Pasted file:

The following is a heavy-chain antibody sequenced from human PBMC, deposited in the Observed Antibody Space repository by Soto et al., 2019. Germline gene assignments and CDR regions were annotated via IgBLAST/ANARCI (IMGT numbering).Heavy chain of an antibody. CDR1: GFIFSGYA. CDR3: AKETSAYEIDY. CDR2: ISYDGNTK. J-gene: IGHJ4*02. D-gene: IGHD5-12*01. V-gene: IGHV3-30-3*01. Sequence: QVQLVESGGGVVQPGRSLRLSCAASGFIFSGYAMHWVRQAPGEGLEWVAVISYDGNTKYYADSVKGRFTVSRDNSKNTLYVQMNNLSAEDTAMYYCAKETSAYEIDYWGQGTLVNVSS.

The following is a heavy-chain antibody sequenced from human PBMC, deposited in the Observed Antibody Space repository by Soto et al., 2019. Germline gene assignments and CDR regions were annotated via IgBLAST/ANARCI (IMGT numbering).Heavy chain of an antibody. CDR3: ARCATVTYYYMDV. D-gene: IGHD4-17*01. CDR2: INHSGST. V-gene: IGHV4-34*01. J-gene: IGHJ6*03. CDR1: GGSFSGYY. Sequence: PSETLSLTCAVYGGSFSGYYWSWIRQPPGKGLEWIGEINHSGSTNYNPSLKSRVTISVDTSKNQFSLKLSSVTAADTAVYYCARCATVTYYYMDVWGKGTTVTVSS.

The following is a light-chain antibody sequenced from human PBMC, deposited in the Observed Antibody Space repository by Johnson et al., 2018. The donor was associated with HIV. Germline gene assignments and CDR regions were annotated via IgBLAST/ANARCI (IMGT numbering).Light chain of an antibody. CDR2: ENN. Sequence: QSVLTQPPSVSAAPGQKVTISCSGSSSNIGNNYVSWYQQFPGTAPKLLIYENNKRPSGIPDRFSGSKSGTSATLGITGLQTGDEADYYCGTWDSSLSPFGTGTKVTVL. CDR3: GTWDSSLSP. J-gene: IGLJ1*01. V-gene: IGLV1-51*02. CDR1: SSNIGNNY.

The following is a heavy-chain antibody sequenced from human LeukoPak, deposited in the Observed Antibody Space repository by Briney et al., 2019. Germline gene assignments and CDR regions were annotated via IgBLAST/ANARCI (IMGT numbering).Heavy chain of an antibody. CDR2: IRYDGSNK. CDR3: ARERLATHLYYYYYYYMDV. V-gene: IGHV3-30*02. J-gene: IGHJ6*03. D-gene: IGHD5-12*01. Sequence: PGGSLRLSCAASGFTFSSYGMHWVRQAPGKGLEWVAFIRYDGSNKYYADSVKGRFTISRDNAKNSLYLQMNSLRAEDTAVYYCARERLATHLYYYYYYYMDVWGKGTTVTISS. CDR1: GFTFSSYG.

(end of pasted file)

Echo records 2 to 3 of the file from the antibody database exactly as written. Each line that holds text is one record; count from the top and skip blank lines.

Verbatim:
The following is a heavy-chain antibody sequenced from human PBMC, deposited in the Observed Antibody Space repository by Soto et al., 2019. Germline gene assignments and CDR regions were annotated via IgBLAST/ANARCI (IMGT numbering).Heavy chain of an antibody. CDR3: ARCATVTYYYMDV. D-gene: IGHD4-17*01. CDR2: INHSGST. V-gene: IGHV4-34*01. J-gene: IGHJ6*03. CDR1: GGSFSGYY. Sequence: PSETLSLTCAVYGGSFSGYYWSWIRQPPGKGLEWIGEINHSGSTNYNPSLKSRVTISVDTSKNQFSLKLSSVTAADTAVYYCARCATVTYYYMDVWGKGTTVTVSS.

The following is a light-chain antibody sequenced from human PBMC, deposited in the Observed Antibody Space repository by Johnson et al., 2018. The donor was associated with HIV. Germline gene assignments and CDR regions were annotated via IgBLAST/ANARCI (IMGT numbering).Light chain of an antibody. CDR2: ENN. Sequence: QSVLTQPPSVSAAPGQKVTISCSGSSSNIGNNYVSWYQQFPGTAPKLLIYENNKRPSGIPDRFSGSKSGTSATLGITGLQTGDEADYYCGTWDSSLSPFGTGTKVTVL. CDR3: GTWDSSLSP. J-gene: IGLJ1*01. V-gene: IGLV1-51*02. CDR1: SSNIGNNY.